Labor lasted all day from morning into night, a female cleric stood beside Queen Bassi repeatedly chanting while rocking back and forth, the sins of Eve brought upon the birth pangs to remind us of our sins she chanted softly as to not disturb only to be heard so that Queen Bassi would understand that the pain she felt while in labor was due to the sins of the first mother Eve. There was a raging storm outside as the night carried causing the numerous candles to flicker and dance about; the Kings advisor said that it was a sign that a strong warrior, a boy would be born on the coming morning of the next day. The storm was fierce the blinds on the palace walls of the royal infirmary fluttered about so much that in fact guards had to be blind folded and placed near the windows to hold them from fluttering about, it was death to see the queen naked except for the kings medic she was the one who birthed all royal children, an occupation handed down from mother to daughter the job always staying in the family. Medic Lulaani had even delivered King Anu when she was a young woman no older than twenty. Now she stood at the ready in front of Queen Bassi between her legs waiting for the new arrival patiently. She had her head lowered standing silently with her eyes closed hands extended waiting to catch the baby once it exited the mother. Queen Bassi was sweating profusely breathing heavily in short breaths, the way Lulaani had taught her to breath. The task of Lulaani was only to prepare Queen Bassi mentally and teach her how to breath, nothing else was required of her except to catch the baby as it exited the mother. The storm raged on through the night tempering off as daylight came, with the rising of the sun came the new heir of the throne. Lulaani had called for the King urgently upon seeing the baby, he rushed into the royal infirmary forcing everyone out yelling and waving about, only the Kings advisor was allowed to stay. King Anu stared in disbelief of his son, the pale skin and brightly colored hair this couldn’t be his son for the baby looked nothing like the King or even vaguely resembled any known human, the Queen held him up a proud smile on her face. “His name will be Ma’i” she said. It was customary for mothers to name the children because they were the ones who gave birth. Ma’i meant enlightened one.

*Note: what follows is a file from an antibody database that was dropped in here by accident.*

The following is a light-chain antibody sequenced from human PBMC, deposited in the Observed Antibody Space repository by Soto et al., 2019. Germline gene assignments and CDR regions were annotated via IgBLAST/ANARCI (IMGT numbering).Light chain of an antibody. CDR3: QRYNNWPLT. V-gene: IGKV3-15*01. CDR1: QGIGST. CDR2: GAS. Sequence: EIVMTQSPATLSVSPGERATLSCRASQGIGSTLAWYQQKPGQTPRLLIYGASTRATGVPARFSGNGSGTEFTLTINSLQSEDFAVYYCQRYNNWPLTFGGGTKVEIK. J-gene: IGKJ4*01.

“This is not good my King” the advisor said, King Anu rubbed his head in disbelief while Queen Bassi held her newborn son softly humming.